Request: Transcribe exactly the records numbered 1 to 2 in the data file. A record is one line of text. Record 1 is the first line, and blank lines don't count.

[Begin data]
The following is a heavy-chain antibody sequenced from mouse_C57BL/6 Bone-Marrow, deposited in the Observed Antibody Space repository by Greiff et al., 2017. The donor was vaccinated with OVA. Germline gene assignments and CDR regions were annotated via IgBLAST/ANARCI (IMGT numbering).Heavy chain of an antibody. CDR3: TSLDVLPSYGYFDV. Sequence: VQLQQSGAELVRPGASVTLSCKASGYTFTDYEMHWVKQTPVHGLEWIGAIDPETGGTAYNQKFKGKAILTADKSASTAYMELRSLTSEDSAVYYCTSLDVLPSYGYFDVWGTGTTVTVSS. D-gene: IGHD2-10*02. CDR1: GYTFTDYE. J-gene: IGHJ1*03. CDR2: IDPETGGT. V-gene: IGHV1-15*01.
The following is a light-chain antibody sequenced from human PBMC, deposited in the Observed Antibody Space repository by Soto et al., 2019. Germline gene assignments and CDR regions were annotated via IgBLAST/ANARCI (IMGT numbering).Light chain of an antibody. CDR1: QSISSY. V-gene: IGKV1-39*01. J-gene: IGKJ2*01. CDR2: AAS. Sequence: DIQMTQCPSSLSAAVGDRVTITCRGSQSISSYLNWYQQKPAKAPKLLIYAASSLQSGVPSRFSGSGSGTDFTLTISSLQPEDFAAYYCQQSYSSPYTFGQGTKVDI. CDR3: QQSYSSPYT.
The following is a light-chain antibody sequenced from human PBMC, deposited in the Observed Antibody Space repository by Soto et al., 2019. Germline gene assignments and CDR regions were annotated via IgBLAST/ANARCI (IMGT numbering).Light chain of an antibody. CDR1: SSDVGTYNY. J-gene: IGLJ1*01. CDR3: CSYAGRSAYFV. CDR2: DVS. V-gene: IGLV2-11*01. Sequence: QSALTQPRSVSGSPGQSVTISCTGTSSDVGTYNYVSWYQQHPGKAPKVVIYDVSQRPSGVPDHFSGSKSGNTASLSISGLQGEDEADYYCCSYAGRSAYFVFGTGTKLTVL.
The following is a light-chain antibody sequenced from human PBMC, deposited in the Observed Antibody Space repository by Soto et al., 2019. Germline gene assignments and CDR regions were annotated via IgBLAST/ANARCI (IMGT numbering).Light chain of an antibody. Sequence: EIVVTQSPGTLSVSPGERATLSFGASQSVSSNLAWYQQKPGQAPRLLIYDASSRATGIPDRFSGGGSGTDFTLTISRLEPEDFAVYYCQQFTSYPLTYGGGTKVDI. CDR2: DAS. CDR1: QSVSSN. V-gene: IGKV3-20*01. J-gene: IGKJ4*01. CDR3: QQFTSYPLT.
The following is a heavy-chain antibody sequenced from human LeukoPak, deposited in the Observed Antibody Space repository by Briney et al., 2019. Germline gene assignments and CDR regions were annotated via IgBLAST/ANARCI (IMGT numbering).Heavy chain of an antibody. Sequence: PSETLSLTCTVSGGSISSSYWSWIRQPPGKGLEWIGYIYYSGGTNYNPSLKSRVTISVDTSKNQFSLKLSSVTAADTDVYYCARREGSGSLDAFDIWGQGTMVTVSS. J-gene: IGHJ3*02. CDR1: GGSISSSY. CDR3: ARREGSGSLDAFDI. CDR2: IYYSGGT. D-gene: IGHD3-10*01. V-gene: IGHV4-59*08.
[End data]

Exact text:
The following is a heavy-chain antibody sequenced from mouse_C57BL/6 Bone-Marrow, deposited in the Observed Antibody Space repository by Greiff et al., 2017. The donor was vaccinated with OVA. Germline gene assignments and CDR regions were annotated via IgBLAST/ANARCI (IMGT numbering).Heavy chain of an antibody. CDR3: TSLDVLPSYGYFDV. Sequence: VQLQQSGAELVRPGASVTLSCKASGYTFTDYEMHWVKQTPVHGLEWIGAIDPETGGTAYNQKFKGKAILTADKSASTAYMELRSLTSEDSAVYYCTSLDVLPSYGYFDVWGTGTTVTVSS. D-gene: IGHD2-10*02. CDR1: GYTFTDYE. J-gene: IGHJ1*03. CDR2: IDPETGGT. V-gene: IGHV1-15*01.
The following is a light-chain antibody sequenced from human PBMC, deposited in the Observed Antibody Space repository by Soto et al., 2019. Germline gene assignments and CDR regions were annotated via IgBLAST/ANARCI (IMGT numbering).Light chain of an antibody. CDR1: QSISSY. V-gene: IGKV1-39*01. J-gene: IGKJ2*01. CDR2: AAS. Sequence: DIQMTQCPSSLSAAVGDRVTITCRGSQSISSYLNWYQQKPAKAPKLLIYAASSLQSGVPSRFSGSGSGTDFTLTISSLQPEDFAAYYCQQSYSSPYTFGQGTKVDI. CDR3: QQSYSSPYT.